The Most Overlooked series of articles is back with a brand-new edition! Here, we're going to be taking a ninth look at some of the more overlooked Nintendo 3DS titles in the system's exhaustive library. This time around each of these games has seen a retail release. These games were passed over when compared to other releases, didn't receive much spotlight or fanfare, or just were plain glossed over. After you've checked out the latest five Nintendo 3DS games to make it on the Most Overlooked list, check out past editions!
Nintendo 3DS - Part One
Nintendo 3DS - Part Two
Nintendo 3DS - Part Three
Nintendo 3DS - Part Four
Nintendo 3DS - Part Five
Nintendo 3DS - Part Six
Nintendo 3DS - Part Seven
Nintendo 3DS - Part Eight
Project X Zone 2
Developed by Monolith Soft, best known recently for its work on Xenoblade Chronicles X for the Wii U, Project X Zone 2 once again pairs up characters from publishers Namco Bandai, Sega, and Capcom in one epic crossover story. This time around Nintendo adds some characters into the fray with familiar faces from Fire Emblem Awakening and Xenoblade Chronicles. Maneuver characters around the battlefield and initiate battles with the enemy with high-powered and impressive moves. Thankfully, Project X Zone 2 is nowhere near as repetitive as the original, and though it has a modest difficulty overall, the game's pure charm and humor will keep you going till the very end.
Return to PopoloCrois: A Story of Seasons Fairytale
Travel to the kingdom of PopoloCrois and outside its boundaries in this cute and endearing RPG. Play as Prince Pietro, thrust out of the kingdom by an evil sorceress, wanting nothing but to return home. Easier said than done, but Pietro isn't alone on his journey to return to PopoloCrois. He has numerous helpful and for players of the PSP game, familiar faces to assist him in the grid-based combat. Explore a myriad of dungeons and areas, farm crops and mine materials, and battle fierce enemies both large and small. Expect a review for Return to PopoloCrois later this month-- right here on SuperPhillip Central!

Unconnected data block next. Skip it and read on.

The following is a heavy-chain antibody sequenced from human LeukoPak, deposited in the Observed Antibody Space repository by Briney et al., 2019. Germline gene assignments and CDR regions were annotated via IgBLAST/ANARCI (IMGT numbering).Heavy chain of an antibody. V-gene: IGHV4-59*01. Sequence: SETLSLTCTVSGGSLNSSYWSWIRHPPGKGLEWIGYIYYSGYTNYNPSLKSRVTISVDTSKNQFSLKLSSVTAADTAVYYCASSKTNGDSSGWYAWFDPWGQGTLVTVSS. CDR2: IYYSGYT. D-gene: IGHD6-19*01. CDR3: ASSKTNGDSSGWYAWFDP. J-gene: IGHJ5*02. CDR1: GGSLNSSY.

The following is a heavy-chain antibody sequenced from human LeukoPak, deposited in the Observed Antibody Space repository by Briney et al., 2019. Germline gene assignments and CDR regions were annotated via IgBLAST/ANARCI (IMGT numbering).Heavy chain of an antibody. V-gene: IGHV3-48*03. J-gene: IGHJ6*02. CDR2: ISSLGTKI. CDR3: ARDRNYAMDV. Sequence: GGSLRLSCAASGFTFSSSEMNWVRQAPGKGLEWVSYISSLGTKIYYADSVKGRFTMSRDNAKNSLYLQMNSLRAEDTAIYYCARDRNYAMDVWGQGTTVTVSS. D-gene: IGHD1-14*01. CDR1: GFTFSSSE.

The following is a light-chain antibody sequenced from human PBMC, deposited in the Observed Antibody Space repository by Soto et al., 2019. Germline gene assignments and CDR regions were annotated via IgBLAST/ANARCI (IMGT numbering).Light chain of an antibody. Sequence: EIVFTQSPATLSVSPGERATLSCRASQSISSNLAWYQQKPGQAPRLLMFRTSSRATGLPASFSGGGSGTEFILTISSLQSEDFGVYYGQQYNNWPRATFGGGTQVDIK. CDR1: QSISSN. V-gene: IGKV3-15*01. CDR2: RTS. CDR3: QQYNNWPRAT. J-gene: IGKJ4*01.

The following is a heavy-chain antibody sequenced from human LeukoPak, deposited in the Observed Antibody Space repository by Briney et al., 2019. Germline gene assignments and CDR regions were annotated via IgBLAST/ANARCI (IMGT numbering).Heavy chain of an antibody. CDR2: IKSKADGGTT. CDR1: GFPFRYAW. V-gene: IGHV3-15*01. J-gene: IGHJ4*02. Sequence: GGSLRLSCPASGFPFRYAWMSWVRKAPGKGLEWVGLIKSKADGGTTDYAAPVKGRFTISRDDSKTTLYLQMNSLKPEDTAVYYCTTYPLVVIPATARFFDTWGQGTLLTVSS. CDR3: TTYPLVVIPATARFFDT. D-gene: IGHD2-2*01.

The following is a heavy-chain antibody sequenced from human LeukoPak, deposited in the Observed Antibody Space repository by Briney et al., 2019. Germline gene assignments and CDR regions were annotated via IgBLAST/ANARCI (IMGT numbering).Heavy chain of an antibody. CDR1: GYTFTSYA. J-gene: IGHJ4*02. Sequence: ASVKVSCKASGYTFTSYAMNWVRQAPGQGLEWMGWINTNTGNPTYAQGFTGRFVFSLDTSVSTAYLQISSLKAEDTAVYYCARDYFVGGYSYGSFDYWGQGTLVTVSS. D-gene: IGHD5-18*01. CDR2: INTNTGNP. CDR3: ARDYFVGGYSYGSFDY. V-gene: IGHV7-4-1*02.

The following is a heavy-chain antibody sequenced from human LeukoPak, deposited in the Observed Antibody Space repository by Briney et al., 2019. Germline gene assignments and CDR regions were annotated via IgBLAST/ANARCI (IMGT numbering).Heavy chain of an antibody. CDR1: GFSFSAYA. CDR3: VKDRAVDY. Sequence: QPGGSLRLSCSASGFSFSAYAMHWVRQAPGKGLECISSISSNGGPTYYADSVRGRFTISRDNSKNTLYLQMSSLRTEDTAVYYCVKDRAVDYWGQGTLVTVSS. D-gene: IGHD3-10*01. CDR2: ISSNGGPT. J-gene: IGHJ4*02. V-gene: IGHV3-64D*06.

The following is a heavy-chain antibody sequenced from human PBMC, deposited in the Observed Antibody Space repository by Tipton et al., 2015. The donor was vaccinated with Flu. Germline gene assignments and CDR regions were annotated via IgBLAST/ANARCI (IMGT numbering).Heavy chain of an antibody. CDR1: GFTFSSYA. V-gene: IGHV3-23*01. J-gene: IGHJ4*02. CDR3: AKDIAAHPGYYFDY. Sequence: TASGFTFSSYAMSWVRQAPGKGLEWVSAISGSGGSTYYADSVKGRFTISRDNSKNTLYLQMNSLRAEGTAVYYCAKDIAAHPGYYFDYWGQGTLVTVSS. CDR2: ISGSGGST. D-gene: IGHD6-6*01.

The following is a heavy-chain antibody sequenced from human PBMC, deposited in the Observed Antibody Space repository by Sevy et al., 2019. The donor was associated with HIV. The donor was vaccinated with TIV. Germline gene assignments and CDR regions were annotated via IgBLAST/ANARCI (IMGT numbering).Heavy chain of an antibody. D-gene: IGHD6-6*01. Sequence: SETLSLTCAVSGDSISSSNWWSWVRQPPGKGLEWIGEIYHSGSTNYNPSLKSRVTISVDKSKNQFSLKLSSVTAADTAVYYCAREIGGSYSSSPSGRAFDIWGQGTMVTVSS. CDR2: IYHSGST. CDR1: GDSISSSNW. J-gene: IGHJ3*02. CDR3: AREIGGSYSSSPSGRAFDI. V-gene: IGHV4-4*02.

Etrian Odyssey 2: Untold - The Fafnir Knight
A remake of Etrian Odyssey II: Heroes of Lagaard, Etrian Odyssey 2: Untold - The Fafnir Knight (not the most elegant to pronounce title) is a retelling of that Nintendo DS cult classic. It features a whole host of new content, including two main modes: one is the update to the DS game with new and improved dungeons, and the other is the Untold portion, a totally new story mode with beautiful animated cutscenes. All this with a glorious new graphical coating and orchestrated soundtrack add up to a sensational treat for dungeon-crawling fans yearning for a fresh take on the Etrian Odyssey series as they wait for the (hopeful) localization announcement of the fifth mainline game in the series.
Sonic Boom: Shattered Crystal
Don't worry, friends. I know what you're thinking (maybe), but no, Sonic Boom: Shattered Crystal isn't the massive train wreck that the Wii U's Sonic Boom: Rise of Lyric was. While definitely imperfect, Sonic Boom: Shattered Crystal offers a lot of interesting ideas in its relatively short campaign. The levels are lengthy, encouraging exploration, and it's quite fun to do so, using each characters' different abilities to make progress and reach new areas. The racing levels, which are so popular that they're getting their own mode in the upcoming sequel, releasing this September, are a great deal of fun, as are the worm hole stages. It's not a fantastic game (wow, Phil, you really know how to sell this game!), but it offers a lot more than those who passed Shattered Crystal over as some generic licensed game.
Hatsune Miku: Project Mirai DX
While Vocaloid singer Hatsune Miku has a legion of fans in her home country of Japan, she hasn't seen the same amount of success in the West. Still, there are several loud pockets of fans here and there sprinkled across the Americas, Europe, and Oceania. Hatsune Miku: Project Mirai DX is an updated version of the Japan-only Project Mirai. This new edition saw a Western release with compelling touch-based or button-based rhythm centric gameplay. Tap, touch, and slide to over 40 unique and infectious vocal themes. While not totally ignored on the Nintendo 3DS, one could make a good argument that this series is better served, at least in the West, on the more otaku-oriented handheld, the PlayStation Vita. Don't get me wrong, though-- I really appreciate Ms. Miku gracing Nintendo 3DS owners like myself with her presence.